- Associated Press - Thursday, July 7, 2016

SEATTLE (AP) - The Seattle Cancer Care Alliance has agreed to pay $250,000 to settle a U.S. Justice Department investigation over how a nurse was able to divert more than 96,000 oxycodone pills from an onsite pharmacy. But the organization insists it did nothing wrong and was simply looking to move on.

From 2011 through 2013, the long-time nurse engaged in a complex scheme in which she fabricated prescriptions, had physicians sign them, and then altered them to increase the potency and quantity of the pills provided. She picked up the prescriptions at the pharmacy, supposedly as a favor to the patients.

The nurse killed herself after her actions came to light.

Federal prosecutors said pharmacists should have questioned the prescriptions, because the high doses and high quantities could have harmed patients with low tolerance for opiates - an allegation the alliance disputed.

“In our efforts to combat unlawful uses of prescription drugs we depend on the vigilance of pharmacists to closely monitor and enforce the controlled system of distribution,” Helen J. Brunner, the first assistant U.S. attorney in Seattle, said in a written statement. “This case reflects the Justice Department’s commitment to use all of the enforcement tools at our disposal to ensure that highly-abused substances are provided to patients under the supervision of their doctors and not leaked to the illicit drug trade.”

Seattle Cancer Care Alliance is a coalition that includes doctors and researchers from Fred Hutchinson Cancer Research Center, Seattle Children’s and University of Washington Medicine. In the settlement Thursday, the organization did not admit misconduct, but it agreed to make sure pharmacists take reasonable steps to validate prescriptions.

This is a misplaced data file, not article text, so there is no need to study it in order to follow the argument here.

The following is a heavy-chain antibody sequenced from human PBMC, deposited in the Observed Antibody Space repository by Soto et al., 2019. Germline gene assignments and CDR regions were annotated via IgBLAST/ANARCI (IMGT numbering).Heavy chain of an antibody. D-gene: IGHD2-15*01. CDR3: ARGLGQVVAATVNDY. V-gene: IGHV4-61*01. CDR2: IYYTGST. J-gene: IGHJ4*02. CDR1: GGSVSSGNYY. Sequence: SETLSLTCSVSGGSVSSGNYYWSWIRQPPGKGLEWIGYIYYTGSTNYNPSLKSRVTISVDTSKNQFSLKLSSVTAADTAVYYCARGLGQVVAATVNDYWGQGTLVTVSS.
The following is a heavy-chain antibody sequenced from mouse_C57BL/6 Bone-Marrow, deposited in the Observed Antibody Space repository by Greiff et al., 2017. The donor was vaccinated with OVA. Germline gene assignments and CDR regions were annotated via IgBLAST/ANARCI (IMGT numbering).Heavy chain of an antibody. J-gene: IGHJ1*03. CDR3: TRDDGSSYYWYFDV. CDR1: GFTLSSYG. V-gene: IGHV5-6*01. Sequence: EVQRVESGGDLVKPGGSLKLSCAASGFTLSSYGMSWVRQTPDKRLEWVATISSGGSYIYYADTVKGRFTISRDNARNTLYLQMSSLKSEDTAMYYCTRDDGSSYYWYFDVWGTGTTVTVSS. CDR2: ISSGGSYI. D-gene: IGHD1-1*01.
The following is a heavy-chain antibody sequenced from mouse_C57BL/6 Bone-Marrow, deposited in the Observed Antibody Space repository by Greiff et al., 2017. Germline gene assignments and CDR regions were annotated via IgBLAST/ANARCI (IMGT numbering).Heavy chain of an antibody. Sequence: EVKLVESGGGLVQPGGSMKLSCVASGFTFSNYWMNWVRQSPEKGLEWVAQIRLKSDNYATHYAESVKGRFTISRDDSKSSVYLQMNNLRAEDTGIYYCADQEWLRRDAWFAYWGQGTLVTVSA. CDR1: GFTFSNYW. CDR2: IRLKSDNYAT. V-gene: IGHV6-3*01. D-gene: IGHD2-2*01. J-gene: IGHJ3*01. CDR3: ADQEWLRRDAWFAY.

The organization said in a written statement it disagrees with the government’s findings, but it settled the allegations to avoid the delay, uncertainty and expense of litigation.

The scheme came to light in 2013, when a former patient was injured on the job and prescribed pain medication, prosecutors said. The state Department of Labor and Industries denied a claim from the patient because the state Prescription Monitoring Program indicated the patient was already receiving pain medication from the Seattle Cancer Care Alliance.

The patient disputed that, and Labor and Industries workers alerted the cancer care center. The center investigated, discovered the nurse’s fraud, fired her, and alerted state and federal agencies, including the U.S. Drug Enforcement Administration. The Seattle Cancer Care Alliance said it also immediately to steps to avoid a repeat.

“During the course of our own investigation, the SCCA reached out to national experts, who advised us that the employee’s scheme was the most sophisticated they had ever seen and would likely have gone undetected in any cancer treatment center,” the center said. “They also indicated that the SCCA and its staff and physicians acted appropriately, and that the SCCA delivered care in a manner consistent with oncology team practices across the country.”

It remains unclear what happened to the diverted oxycodone, the Seattle Cancer Care Alliance said.

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